Are millennials undervaluing workplace pensions in favour of cash savings?

A millennial holding a piggy-bank to illustrate savings

Financial planning in association with Scottish Widows banner

Scottish Widows’ Workplace Pensions Report 2016 revealed that more than half of 18-29-year-olds expect cash savings, including cash ISAs to help them with a reasonable standard of living in retirement. Mathew Zimmerman, market development manager at Scottish Widows, asks if that is a realistic expectation for them

People expect to call on a range of sources in retirement, but there’s a clear generational split in what people expect to rely on. Property (34 per cent) and cash savings (51 per cent) ranked much higher for those aged 18-29 than for older groups. Only a quarter of those aged 30-64 expect to be able to rely on property and just over a third (36 per cent) on cash savings.

Instead, older workers are more likely to have higher expectations for the state pension and workplace pensions. That aspect isn’t particularly surprising; older workers will be less impacted by the changes to the state pension age and have had better opportunity to take advantage of generous defined benefit schemes, many of which have since closed.

But in spite of this, for long-term saving, the confidence younger people put in cash savings could be misplaced. Whatever your definition of a comfortable retirement, most people will need total assets or savings running into hundreds of thousands of pounds. The average amount people say they save for retirement, outside of pensions or property is just £150 per month across all ages, and less than £100 for those under 30. Importantly, this money isn’t necessarily locked away for later life and can be accessed for short-term needs.

A savings culture

With a workplace pension, employer contributions, favourable tax treatment and investment growth all work together to give workers the best chance to save the considerable sum required. Cash savings have alternative merits, including easy access, but that doesn’t lend itself to saving for the long-term, where holding back any spending temptation is advantageous.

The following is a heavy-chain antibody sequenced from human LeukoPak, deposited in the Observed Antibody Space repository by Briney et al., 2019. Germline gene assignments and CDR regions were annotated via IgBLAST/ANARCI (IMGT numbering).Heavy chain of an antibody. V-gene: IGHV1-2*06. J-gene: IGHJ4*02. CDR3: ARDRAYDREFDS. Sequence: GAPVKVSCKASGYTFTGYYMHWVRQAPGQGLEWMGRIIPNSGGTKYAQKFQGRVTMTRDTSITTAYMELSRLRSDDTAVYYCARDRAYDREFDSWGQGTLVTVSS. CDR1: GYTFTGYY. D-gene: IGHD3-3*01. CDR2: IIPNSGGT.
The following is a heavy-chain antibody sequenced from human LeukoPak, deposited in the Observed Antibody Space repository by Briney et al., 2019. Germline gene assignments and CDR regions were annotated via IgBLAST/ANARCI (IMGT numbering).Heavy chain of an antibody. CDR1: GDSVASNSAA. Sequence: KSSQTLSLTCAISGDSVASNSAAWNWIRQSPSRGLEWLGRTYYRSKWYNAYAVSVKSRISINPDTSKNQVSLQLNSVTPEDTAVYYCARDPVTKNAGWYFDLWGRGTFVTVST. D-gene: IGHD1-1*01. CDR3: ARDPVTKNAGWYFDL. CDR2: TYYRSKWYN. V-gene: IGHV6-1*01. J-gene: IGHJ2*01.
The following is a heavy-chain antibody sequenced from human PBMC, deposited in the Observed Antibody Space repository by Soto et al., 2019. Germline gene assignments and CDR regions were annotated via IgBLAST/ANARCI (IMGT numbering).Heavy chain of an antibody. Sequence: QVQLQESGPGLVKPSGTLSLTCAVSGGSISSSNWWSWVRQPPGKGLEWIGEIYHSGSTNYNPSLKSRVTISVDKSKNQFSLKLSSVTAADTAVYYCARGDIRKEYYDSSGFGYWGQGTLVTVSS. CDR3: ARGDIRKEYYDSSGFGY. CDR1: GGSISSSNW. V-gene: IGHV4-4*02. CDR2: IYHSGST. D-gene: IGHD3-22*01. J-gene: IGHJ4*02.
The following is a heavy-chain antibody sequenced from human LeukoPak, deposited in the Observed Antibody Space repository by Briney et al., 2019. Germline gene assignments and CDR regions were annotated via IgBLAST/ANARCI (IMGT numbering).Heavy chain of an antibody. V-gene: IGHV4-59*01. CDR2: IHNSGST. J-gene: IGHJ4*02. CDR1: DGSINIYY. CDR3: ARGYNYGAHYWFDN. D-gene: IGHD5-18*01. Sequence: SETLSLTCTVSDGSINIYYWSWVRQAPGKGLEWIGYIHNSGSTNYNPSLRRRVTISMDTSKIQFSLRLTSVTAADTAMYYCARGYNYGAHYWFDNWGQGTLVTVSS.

Recent government changes have made ISAs, including cash ISAs more attractive. Along with the introduction of automatic enrolment and the upcoming introduction of the lifetime ISA (LISA), this has formed a real push towards a savings culture in the UK.

But the role for both government and the industry is to help people understand how different products meet different needs. ISAs are well suited to short or medium-term goals, where easy access is important and the tax treatment can add some extra value. But when it comes to saving for retirement, there are features of workplace pensions that can’t be replicated in other products.

While the LISA will share some similar benefits with workplace pensions (although significantly, not the employer contributions), the FCA recently flagged a risk that customers may not be invested appropriately – especially if savings which are initially earmarked for a property purchase are then to be used for retirement. Without an employer/adviser-chosen default investment strategy, customers will need some understanding of which asset classes are most appropriate for long-term saving.

All of these challenges point to the need for education and, where appropriate, tailored guidance or advice. Employers will be able to support this by making educational material accessible in the workplace. This will be particularly beneficial when the content goes beyond the workplace pension and explains how various products work together to support short and long-term financial wellbeing. Pension providers and advisers should be expected to support this.

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